According to Jenna Bush Hager, George H.W. Bush believed that “No life can be defined as successful that does not include service to others.” He communicated that belief beautifully in a 1988 campaign speech written by Peggy Noonan in which he pledged to, “…keep America moving forward, always forward—for a better America, for an endless enduring dream and a thousand points of light."
The points of light in the speech referenced individuals and organizations providing volunteer service to others. Gorgeous imagery, beautifully written and stated, despite current administration comments to the contrary.
Being in service to others was always important to me, and was a huge part of our family’s focus prior to divorce. We were involved with Habitat for Humanity; we ran a soup kitchen one night a month; spearheaded a project at church to provide soup for AIDS patients; we volunteered other ways at church and in schools and countless other places. I was pretty much a professional volunteer for most of that marriage, and I miss being able to do that.
When I finally became divorced after twenty-six years of marriage and had to get a full time job, all volunteering and community involvement stopped. Besides the new pressures on my time, I was too depressed to even think clearly, I certainly couldn’t get myself together to knit another hat for someone else’s preemie.
If you are depressed or feel somehow isolated, most experts indeed recommend that you get involved with a volunteer organization. And yes, it is well known that helping others in your own time of need does have a positive effect on your own well-being.
That is so true. But who wants to? We find all kinds of reasons why we can’t help anyone else, stating the classic, “I’m the one who has been hurt, WHO is going to help ME?”
And that isn’t what this post is about. Although I am a big believer that volunteer service indeed does make you feel better, what I’m talking about here is a little bit different.
When 41 passed away a few of weeks ago, I found myself thinking about his 1000 points of light statement. Of course, I thought about it in relation to divorce- (what did you expect from me?!) I could write a post and call it something like, “1000 Points of Fright” which could seem pretty accurate. It could be about all the things that are scary and horrible if you are going through this process, especially if your ex-spouse was the only one who wanted the divorce in the first place.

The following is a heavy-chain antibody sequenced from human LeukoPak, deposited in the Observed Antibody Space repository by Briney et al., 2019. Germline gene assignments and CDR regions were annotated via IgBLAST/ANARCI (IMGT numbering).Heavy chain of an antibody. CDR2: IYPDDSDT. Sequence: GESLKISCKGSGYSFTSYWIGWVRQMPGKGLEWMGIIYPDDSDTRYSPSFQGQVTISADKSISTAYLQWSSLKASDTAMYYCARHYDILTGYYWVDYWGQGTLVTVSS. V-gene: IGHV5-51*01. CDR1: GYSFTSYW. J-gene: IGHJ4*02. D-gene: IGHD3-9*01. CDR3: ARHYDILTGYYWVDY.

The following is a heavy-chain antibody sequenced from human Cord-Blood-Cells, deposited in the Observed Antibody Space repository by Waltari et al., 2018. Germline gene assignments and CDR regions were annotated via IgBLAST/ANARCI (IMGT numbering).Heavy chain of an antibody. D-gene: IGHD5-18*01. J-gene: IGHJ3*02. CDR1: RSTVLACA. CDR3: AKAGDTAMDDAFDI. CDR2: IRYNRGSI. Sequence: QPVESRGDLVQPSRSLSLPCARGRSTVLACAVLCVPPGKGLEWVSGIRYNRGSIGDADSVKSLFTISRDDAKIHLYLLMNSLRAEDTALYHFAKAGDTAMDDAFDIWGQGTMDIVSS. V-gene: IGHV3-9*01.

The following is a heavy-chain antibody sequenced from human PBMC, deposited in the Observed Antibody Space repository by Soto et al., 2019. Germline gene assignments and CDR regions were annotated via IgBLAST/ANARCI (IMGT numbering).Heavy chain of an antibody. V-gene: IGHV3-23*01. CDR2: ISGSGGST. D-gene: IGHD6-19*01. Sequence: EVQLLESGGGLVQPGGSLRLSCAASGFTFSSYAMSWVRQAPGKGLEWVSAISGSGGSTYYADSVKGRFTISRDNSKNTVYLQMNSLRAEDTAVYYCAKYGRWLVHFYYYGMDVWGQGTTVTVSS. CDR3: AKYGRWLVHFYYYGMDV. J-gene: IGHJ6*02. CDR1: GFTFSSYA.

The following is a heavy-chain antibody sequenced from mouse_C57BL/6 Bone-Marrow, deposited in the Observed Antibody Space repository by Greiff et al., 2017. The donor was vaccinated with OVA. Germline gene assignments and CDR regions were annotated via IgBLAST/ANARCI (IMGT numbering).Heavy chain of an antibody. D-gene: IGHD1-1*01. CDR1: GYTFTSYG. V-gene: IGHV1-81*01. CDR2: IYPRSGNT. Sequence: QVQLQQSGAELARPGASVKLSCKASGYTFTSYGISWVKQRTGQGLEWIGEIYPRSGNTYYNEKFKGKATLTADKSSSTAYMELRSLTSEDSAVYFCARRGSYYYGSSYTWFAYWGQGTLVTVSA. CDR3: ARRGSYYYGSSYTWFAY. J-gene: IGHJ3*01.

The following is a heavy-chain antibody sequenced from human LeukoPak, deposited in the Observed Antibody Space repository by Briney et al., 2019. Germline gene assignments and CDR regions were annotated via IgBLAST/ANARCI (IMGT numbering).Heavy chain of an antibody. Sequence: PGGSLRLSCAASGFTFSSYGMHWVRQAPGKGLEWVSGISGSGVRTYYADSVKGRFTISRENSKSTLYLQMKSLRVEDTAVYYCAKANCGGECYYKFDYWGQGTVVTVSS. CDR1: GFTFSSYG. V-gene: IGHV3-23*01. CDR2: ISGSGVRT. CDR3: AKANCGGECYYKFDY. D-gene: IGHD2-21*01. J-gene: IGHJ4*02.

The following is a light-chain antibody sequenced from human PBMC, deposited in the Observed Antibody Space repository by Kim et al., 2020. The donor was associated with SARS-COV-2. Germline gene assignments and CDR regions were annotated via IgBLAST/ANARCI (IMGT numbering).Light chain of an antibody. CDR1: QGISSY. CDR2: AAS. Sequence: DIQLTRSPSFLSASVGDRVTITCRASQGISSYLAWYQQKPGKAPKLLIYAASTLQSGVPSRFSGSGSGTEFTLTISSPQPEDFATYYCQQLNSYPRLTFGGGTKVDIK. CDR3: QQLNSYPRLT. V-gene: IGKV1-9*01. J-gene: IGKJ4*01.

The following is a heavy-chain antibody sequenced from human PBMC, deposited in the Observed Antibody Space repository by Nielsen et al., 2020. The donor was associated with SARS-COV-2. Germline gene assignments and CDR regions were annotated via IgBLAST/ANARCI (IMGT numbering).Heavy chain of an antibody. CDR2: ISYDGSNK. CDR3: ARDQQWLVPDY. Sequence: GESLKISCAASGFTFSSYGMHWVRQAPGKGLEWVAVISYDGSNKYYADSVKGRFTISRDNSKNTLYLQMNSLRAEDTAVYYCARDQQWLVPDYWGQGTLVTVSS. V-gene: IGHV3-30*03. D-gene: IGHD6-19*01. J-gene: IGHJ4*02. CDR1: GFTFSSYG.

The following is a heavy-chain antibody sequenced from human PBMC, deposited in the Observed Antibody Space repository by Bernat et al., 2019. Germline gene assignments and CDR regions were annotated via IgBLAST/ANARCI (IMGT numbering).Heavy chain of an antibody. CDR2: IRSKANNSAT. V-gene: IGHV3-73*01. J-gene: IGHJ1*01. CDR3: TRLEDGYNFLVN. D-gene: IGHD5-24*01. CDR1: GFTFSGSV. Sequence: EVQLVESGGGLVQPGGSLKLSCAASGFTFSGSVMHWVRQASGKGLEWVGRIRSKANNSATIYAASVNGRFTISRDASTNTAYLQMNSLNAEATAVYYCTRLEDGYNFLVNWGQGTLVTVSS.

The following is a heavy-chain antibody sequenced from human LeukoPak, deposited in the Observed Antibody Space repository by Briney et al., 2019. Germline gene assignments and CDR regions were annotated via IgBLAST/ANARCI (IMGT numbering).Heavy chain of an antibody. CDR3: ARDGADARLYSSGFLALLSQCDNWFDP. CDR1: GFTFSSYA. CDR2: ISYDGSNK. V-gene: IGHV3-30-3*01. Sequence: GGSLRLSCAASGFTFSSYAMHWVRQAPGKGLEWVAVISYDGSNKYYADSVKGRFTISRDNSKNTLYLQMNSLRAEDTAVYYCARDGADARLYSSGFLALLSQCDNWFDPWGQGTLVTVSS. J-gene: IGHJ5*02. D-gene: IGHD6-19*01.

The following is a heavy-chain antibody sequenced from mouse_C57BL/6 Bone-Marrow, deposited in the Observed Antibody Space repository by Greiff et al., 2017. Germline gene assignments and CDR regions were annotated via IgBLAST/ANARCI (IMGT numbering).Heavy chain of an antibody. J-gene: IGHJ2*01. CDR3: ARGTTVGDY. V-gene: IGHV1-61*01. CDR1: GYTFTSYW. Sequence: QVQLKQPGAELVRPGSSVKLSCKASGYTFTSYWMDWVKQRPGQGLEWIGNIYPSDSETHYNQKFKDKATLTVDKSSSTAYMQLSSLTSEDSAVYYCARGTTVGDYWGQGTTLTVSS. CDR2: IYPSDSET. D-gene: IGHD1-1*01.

Or, maybe I could look at it from an energetic standpoint- “1000 Points of Blight” and refer to the ripple effect that the negativity and pain of divorce puts out into the universe?
Well, those are sad scenarios. Maybe with some truth to them, but not really aligned with President Bush’s original message of hope and love. How could I add some RillPOWER to this?
This is the time of year when we are setting goals for ourselves- “an aim or desired result.” And, if you are going or have been through a divorce, you certainly have an open door to creating an entirely new existence, especially when you combine setting goals with committed action. Transformation is a big buzz word after divorce, don't let yours come with a side of comfort zone.
Our potential is so limitless- (see my Limitless Potential post, November 2017.) We have unlimited chances to be our best self, to create the life we want and to shine as we were meant to. So, why don’t we reach the wattage we desire?
The average person thinks about 12,000-60,000 thoughts per day. Studies show that 85% of those thoughts are negative and 95% of those negative thoughts are repetitive, meaning that we’re thinking the same negative thing over and over. “…I’ll never find someone… I’ll be alone forever…I’ll never get in better shape…” Sound familiar?*